UK records 36,480 new COVID cases and 137 more deaths, daily figures show

The UK has recorded 36,480 new COVID-19 cases and 137 more coronavirus-related deaths in the latest 24-hour period, according to government data.

The figures compare with 36,722 infections and 150 fatalities reported on Wednesday, while 36,710 cases and 182 deaths were announced this time last week.

It is now the 11th straight day where new infections have been over 30,000.

Since the start of the pandemic early last year, 136,662 people have died in the UK within 28 days of a positive COVID test.

Separate figures published by the Office for National Statistics show there have been 161,000 deaths registered in the UK where COVID-19 was mentioned on the death certificate.

There are currently 6,853 patients in hospital with COVID.

Another 31,539 people received their first dose of a coronavirus vaccine on Wednesday, taking the total to 48,829,118 (89.8% of over-16s).

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And 34,093 had their second jab, meaning 44,867,373 are fully vaccinated (82.5%).

It comes as the latest Test and Trace figures revealed the number of people testing positive for the virus has jumped 18% in a week.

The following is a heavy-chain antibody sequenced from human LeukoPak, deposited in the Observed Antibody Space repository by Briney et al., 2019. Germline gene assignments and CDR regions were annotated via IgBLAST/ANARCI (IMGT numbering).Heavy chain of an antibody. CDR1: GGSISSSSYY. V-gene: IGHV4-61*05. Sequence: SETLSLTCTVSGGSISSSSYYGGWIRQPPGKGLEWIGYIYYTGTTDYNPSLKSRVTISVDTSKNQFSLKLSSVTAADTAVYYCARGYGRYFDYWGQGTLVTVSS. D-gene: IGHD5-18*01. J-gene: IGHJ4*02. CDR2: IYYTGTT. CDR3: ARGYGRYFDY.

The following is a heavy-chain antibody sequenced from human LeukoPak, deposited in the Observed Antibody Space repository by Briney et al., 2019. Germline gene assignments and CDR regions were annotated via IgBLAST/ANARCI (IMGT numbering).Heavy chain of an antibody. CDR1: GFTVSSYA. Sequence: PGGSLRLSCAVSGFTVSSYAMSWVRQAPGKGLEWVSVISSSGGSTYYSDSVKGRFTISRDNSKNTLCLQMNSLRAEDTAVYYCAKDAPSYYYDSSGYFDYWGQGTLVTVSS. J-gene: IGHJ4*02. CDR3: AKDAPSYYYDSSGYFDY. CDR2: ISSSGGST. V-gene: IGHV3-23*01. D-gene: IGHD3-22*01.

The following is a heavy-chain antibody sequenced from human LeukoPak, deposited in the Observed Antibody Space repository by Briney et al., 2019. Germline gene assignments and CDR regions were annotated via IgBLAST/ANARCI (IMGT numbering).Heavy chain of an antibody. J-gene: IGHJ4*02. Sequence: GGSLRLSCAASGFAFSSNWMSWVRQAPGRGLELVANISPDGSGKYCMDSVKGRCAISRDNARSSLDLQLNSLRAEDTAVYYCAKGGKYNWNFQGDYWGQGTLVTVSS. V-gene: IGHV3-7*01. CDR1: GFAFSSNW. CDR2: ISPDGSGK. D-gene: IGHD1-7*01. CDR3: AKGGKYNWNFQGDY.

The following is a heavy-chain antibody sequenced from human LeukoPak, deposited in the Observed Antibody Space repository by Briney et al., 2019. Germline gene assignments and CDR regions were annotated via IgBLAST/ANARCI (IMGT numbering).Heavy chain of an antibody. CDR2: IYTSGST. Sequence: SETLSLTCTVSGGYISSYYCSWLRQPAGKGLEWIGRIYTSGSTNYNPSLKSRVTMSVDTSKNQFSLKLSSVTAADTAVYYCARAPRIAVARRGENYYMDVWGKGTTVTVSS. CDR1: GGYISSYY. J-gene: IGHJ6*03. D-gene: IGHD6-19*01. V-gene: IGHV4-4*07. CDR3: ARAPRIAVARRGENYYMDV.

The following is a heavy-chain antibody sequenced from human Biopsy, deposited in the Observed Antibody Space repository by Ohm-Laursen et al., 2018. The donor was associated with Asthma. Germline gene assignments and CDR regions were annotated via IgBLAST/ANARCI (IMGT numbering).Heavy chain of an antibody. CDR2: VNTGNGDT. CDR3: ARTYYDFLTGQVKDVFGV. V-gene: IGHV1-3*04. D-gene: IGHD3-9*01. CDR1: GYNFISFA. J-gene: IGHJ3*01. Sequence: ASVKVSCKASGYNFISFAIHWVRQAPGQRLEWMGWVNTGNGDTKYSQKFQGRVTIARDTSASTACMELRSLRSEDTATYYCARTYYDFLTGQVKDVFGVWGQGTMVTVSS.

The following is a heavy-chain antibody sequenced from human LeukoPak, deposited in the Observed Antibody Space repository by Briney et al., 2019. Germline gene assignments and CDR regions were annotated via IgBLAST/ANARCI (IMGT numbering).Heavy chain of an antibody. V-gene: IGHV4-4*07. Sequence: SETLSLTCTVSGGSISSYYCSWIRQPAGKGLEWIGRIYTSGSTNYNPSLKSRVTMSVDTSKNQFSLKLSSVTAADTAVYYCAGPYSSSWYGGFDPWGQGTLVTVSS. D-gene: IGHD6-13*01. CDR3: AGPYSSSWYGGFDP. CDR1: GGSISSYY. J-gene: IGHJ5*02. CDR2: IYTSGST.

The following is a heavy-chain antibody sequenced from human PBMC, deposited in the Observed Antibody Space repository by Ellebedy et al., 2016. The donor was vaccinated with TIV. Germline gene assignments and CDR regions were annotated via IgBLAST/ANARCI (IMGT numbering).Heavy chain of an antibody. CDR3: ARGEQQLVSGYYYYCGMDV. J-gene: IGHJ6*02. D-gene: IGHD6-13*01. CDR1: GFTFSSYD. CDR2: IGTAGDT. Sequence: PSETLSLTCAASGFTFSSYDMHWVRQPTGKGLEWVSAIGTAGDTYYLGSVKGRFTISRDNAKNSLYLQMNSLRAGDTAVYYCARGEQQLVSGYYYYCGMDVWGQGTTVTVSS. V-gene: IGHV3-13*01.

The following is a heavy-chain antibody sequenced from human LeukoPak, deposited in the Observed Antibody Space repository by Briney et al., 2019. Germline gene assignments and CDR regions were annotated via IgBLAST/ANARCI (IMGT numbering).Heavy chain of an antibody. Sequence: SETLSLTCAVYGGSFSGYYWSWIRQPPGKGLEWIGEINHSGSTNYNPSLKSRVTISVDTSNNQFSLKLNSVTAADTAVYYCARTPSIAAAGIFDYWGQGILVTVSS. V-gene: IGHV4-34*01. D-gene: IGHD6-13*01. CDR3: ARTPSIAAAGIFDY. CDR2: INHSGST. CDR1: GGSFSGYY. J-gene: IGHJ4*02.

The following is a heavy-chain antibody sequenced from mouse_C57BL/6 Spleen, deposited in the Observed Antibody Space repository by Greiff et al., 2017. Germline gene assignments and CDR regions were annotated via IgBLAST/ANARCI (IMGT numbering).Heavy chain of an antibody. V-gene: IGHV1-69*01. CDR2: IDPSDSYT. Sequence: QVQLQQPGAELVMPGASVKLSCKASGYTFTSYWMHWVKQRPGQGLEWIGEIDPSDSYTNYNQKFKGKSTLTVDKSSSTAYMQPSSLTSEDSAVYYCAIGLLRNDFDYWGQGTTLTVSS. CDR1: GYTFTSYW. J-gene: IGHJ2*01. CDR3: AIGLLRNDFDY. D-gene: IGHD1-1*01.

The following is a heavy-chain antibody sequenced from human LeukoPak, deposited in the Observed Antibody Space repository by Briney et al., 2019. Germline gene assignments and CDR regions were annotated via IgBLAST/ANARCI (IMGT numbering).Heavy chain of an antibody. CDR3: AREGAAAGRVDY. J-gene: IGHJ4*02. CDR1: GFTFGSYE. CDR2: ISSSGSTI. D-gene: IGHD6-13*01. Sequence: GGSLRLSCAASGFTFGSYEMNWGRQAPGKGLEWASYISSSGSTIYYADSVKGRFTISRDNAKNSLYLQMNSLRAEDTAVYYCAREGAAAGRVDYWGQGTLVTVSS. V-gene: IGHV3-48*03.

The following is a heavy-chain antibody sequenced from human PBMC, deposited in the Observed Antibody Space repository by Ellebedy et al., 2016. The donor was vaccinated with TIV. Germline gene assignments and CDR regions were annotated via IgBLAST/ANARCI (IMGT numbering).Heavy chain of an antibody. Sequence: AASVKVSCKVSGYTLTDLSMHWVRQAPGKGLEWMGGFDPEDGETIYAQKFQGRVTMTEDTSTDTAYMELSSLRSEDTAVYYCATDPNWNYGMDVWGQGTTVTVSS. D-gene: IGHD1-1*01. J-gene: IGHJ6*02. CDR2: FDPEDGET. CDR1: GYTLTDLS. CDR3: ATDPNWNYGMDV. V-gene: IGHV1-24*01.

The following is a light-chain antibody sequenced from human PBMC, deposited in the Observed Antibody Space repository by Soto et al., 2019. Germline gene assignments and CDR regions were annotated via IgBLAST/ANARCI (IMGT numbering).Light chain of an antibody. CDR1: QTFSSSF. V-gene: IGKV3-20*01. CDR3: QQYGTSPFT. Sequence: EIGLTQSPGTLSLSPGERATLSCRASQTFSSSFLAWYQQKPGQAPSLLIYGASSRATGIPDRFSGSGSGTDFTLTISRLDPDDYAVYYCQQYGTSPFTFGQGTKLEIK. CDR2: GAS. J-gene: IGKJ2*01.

Some 191,771 people tested positive at least once in the week to 22 September, up from 162,400 the previous week, according to the figures.

It was the largest week-on-week percentage increase since mid-July, which was the last time England saw a major spike in COVID cases.

However, the latest numbers are well below the level reached during the second wave of the virus.

Test and Trace figures peaked at 390,280 cases in the week to 6 January.

The latest spike saw the number hit 309,422 in the week to 21 July.

Meanwhile, a study has suggested that thousands of long COVID in children could be prevented if they are given two vaccine doses.

Children between 12 and 15 are now being offered a single dose of the Pfizer jab to reduce their chance of catching the disease and passing it on.

But the study looked at 12 to 17-year-olds getting both shots and concluded the benefits outweighed the risks “unless case rates are sustainably low”.

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